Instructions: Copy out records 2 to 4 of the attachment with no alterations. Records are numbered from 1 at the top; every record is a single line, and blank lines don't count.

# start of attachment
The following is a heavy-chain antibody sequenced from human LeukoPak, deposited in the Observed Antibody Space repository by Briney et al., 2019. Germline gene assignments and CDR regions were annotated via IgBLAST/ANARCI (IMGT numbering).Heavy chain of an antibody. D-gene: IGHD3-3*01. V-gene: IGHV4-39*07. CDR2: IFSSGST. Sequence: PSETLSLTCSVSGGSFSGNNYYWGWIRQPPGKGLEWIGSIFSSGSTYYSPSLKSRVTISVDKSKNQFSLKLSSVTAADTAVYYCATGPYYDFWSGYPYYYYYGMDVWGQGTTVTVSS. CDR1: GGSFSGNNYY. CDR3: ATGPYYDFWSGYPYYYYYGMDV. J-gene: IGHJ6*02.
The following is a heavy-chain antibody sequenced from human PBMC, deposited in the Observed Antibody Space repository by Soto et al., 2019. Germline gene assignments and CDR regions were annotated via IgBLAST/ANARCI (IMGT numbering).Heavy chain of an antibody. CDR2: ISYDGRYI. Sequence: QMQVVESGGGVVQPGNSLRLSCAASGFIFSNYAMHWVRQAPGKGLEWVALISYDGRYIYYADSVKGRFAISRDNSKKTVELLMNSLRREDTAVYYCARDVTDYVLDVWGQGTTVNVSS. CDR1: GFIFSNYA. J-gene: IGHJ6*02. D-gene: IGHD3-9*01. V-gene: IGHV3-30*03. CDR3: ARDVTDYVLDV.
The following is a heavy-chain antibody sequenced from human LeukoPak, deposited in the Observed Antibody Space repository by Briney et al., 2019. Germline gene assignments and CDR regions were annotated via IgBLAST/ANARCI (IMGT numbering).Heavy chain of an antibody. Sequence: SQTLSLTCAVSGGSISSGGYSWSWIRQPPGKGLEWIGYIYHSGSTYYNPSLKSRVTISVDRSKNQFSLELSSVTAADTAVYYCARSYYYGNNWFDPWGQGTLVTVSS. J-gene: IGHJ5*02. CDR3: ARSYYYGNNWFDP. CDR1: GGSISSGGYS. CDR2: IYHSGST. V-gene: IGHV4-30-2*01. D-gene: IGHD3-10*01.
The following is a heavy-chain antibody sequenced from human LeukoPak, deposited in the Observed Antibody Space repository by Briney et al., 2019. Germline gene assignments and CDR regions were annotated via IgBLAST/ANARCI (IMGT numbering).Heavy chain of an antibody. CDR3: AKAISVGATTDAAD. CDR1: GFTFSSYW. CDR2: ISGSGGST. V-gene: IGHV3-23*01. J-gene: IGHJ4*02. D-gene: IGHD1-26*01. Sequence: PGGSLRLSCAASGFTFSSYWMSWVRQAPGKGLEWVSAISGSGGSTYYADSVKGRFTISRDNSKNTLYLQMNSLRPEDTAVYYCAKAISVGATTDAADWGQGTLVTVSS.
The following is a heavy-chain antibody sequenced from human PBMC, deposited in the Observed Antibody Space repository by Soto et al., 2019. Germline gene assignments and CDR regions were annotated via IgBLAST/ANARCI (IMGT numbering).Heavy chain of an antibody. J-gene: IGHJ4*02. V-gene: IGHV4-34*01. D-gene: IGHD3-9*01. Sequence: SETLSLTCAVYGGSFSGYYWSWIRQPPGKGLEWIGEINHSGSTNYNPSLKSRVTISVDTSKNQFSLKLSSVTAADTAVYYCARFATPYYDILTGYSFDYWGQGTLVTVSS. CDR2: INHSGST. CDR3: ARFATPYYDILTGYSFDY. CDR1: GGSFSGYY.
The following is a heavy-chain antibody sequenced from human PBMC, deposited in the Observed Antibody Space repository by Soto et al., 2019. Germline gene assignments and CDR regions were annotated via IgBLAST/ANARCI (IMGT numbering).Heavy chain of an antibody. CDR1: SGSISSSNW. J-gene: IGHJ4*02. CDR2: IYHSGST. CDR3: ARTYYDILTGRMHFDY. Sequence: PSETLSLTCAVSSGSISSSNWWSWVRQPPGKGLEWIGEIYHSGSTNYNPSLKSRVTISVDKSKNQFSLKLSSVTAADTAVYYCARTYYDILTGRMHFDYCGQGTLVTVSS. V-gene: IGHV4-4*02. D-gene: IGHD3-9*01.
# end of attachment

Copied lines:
The following is a heavy-chain antibody sequenced from human PBMC, deposited in the Observed Antibody Space repository by Soto et al., 2019. Germline gene assignments and CDR regions were annotated via IgBLAST/ANARCI (IMGT numbering).Heavy chain of an antibody. CDR2: ISYDGRYI. Sequence: QMQVVESGGGVVQPGNSLRLSCAASGFIFSNYAMHWVRQAPGKGLEWVALISYDGRYIYYADSVKGRFAISRDNSKKTVELLMNSLRREDTAVYYCARDVTDYVLDVWGQGTTVNVSS. CDR1: GFIFSNYA. J-gene: IGHJ6*02. D-gene: IGHD3-9*01. V-gene: IGHV3-30*03. CDR3: ARDVTDYVLDV.
The following is a heavy-chain antibody sequenced from human LeukoPak, deposited in the Observed Antibody Space repository by Briney et al., 2019. Germline gene assignments and CDR regions were annotated via IgBLAST/ANARCI (IMGT numbering).Heavy chain of an antibody. Sequence: SQTLSLTCAVSGGSISSGGYSWSWIRQPPGKGLEWIGYIYHSGSTYYNPSLKSRVTISVDRSKNQFSLELSSVTAADTAVYYCARSYYYGNNWFDPWGQGTLVTVSS. J-gene: IGHJ5*02. CDR3: ARSYYYGNNWFDP. CDR1: GGSISSGGYS. CDR2: IYHSGST. V-gene: IGHV4-30-2*01. D-gene: IGHD3-10*01.
The following is a heavy-chain antibody sequenced from human LeukoPak, deposited in the Observed Antibody Space repository by Briney et al., 2019. Germline gene assignments and CDR regions were annotated via IgBLAST/ANARCI (IMGT numbering).Heavy chain of an antibody. CDR3: AKAISVGATTDAAD. CDR1: GFTFSSYW. CDR2: ISGSGGST. V-gene: IGHV3-23*01. J-gene: IGHJ4*02. D-gene: IGHD1-26*01. Sequence: PGGSLRLSCAASGFTFSSYWMSWVRQAPGKGLEWVSAISGSGGSTYYADSVKGRFTISRDNSKNTLYLQMNSLRPEDTAVYYCAKAISVGATTDAADWGQGTLVTVSS.